That it is a great sin, involving at the same time sacrilege and treason to the human race, for any man or set of men to arrogate the prerogative of God and to attempt to bind the consciences of their fellow-men by any obligation not certainly imposed by God and revealed in his Word. At the same time it is a sin of disloyalty to God, and a violation of our own nature as moral and rational beings, to yield to any such imposition, and to accept as a matter truly binding the conscience anything not authoritatively taught and imposed in the Scriptures. (A. A. Hodge, The Confession of Faith, p. 267).
Hodge asserts two things. First, no one has the right to express his opinion on what others can or cannot do, should or should not do, unless they have a “Thus saith the Lord” to back it up. To do so is to bind the consciences of others which is “sacrilege and treason.” Second, it is wrong for any person to submit to such sacrilege and treason because that is disloyalty to God. We serve Christ—not men.
Now, I uphold the right of every person and congregation to make their own decision about what church they should join and what denomination with which their congregation should affiliate. As I have said, I have many friends in the OPC and the ARP and even the PCA, as well as other denominations. My only point in quoting from the BCO’s of the ARP and the OPC was to make everyone aware of their respective positions on congregations withdrawing. It is simply to say, “Buyer beware.”
Now someone might object that churches and denominations have to make all kinds of rules and that there are many rules respecting church members joining or leaving a congregation. There certainly are rules concerning church members, but they are rules based on the clear teaching of Scripture or such principles that can clearly be deduced therefrom. For instance, we require new members to make a confession of their faith by at least giving verbal assent to the Constitutional questions for membership. Paul wrote to Timothy: “Fight the good fight of faith; take hold of the eternal life to which you were called, and you made the good confession in the presence of many witnesses” (1 Timothy 6:12). Jesus said, “Therefore everyone who confesses Me before men, I will also confess before My Father who is in heaven” (Matthew 10:32). Confession of one’s faith is not a man-made rule, but it is based clearly on the Scripture.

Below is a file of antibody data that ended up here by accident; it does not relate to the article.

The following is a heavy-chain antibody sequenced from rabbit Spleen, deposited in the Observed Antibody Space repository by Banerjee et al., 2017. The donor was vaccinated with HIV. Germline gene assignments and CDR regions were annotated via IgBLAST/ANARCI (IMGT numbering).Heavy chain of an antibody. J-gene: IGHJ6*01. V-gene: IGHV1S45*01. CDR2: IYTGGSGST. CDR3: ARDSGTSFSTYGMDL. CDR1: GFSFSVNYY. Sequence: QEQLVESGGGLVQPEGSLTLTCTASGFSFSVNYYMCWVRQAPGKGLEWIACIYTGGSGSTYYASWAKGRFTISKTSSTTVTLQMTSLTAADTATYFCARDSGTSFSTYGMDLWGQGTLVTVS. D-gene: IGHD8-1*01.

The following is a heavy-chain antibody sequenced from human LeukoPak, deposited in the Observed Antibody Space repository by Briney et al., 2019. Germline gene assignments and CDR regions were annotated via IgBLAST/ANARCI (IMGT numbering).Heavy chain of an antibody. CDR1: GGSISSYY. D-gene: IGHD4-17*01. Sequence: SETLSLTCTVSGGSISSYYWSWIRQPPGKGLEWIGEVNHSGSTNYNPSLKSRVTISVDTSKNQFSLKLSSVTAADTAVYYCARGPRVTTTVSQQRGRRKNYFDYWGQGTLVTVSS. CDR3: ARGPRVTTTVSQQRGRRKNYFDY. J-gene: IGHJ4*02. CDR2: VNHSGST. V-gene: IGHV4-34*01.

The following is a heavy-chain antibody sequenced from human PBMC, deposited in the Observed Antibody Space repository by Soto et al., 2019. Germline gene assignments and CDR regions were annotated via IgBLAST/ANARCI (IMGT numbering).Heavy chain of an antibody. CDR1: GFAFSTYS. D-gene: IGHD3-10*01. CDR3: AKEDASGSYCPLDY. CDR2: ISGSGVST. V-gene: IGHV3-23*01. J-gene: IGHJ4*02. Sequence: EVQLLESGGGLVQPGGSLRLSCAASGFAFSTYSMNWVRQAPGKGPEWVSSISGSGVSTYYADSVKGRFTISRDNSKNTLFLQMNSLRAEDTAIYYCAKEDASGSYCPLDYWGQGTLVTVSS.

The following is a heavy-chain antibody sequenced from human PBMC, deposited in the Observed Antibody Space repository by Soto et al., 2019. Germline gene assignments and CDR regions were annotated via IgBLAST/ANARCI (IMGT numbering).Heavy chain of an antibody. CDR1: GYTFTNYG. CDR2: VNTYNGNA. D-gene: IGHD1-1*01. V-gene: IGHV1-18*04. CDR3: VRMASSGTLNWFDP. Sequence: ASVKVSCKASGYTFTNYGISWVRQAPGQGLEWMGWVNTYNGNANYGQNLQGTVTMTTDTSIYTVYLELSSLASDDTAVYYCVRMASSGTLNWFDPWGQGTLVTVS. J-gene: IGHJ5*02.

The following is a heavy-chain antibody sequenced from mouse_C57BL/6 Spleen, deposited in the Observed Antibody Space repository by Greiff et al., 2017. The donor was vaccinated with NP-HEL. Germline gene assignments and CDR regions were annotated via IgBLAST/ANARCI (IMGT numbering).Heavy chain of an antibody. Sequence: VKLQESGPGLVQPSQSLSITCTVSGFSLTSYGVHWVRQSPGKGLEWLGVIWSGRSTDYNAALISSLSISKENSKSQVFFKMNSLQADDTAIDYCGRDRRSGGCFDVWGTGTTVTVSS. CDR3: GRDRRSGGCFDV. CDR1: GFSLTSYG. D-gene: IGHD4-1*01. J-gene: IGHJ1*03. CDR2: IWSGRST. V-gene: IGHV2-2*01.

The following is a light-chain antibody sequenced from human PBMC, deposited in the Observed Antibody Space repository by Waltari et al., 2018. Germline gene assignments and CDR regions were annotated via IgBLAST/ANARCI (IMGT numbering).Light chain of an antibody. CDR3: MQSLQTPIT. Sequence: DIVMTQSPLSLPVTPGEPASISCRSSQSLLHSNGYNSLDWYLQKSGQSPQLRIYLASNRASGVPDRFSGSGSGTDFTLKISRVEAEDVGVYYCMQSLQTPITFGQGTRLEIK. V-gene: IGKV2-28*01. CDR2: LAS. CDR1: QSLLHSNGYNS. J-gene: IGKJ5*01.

The Christian Church requires those who have never been baptized to be baptized before they can become members. Can there be any question that this is a Scriptural requirement? Peter said on the day of Pentecost: “Repent, and each of you be baptized in the name of Jesus Christ for the forgiveness of your sins; and you will receive the gift of the Holy Spirit” (Acts 2:38). Churches forbid the unworthy or impenitent from coming to the Lord’s table per the instructions of Paul in 1 Corinthians 11:27, 28. It is proper, therefore, to fence the table by warning the impenitent of their danger if they partake of the Lord’s Supper in an unworthy manner. Once again, these rules are God’s rules. They are not the rules of churches in addition to Scripture.